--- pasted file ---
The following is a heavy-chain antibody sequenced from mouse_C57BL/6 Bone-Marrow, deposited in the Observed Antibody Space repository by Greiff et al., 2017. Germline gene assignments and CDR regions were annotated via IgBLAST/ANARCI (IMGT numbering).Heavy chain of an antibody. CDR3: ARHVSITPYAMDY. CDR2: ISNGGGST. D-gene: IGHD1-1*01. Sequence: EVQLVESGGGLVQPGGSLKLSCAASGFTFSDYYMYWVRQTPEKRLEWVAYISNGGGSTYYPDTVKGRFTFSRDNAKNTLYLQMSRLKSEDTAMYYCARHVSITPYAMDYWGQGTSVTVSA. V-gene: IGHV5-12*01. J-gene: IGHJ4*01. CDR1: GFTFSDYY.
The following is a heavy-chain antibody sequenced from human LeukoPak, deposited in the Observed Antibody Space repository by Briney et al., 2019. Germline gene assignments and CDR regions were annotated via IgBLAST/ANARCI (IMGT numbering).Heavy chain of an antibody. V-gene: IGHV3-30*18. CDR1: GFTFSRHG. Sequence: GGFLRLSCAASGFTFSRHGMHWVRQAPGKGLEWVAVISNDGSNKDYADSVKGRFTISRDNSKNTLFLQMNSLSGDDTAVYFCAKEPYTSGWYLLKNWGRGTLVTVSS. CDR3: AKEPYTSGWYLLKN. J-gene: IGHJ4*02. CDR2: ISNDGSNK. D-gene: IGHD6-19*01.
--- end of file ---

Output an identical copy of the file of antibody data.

The following is a heavy-chain antibody sequenced from mouse_C57BL/6 Bone-Marrow, deposited in the Observed Antibody Space repository by Greiff et al., 2017. Germline gene assignments and CDR regions were annotated via IgBLAST/ANARCI (IMGT numbering).Heavy chain of an antibody. CDR3: ARHVSITPYAMDY. CDR2: ISNGGGST. D-gene: IGHD1-1*01. Sequence: EVQLVESGGGLVQPGGSLKLSCAASGFTFSDYYMYWVRQTPEKRLEWVAYISNGGGSTYYPDTVKGRFTFSRDNAKNTLYLQMSRLKSEDTAMYYCARHVSITPYAMDYWGQGTSVTVSA. V-gene: IGHV5-12*01. J-gene: IGHJ4*01. CDR1: GFTFSDYY.
The following is a heavy-chain antibody sequenced from human LeukoPak, deposited in the Observed Antibody Space repository by Briney et al., 2019. Germline gene assignments and CDR regions were annotated via IgBLAST/ANARCI (IMGT numbering).Heavy chain of an antibody. V-gene: IGHV3-30*18. CDR1: GFTFSRHG. Sequence: GGFLRLSCAASGFTFSRHGMHWVRQAPGKGLEWVAVISNDGSNKDYADSVKGRFTISRDNSKNTLFLQMNSLSGDDTAVYFCAKEPYTSGWYLLKNWGRGTLVTVSS. CDR3: AKEPYTSGWYLLKN. J-gene: IGHJ4*02. CDR2: ISNDGSNK. D-gene: IGHD6-19*01.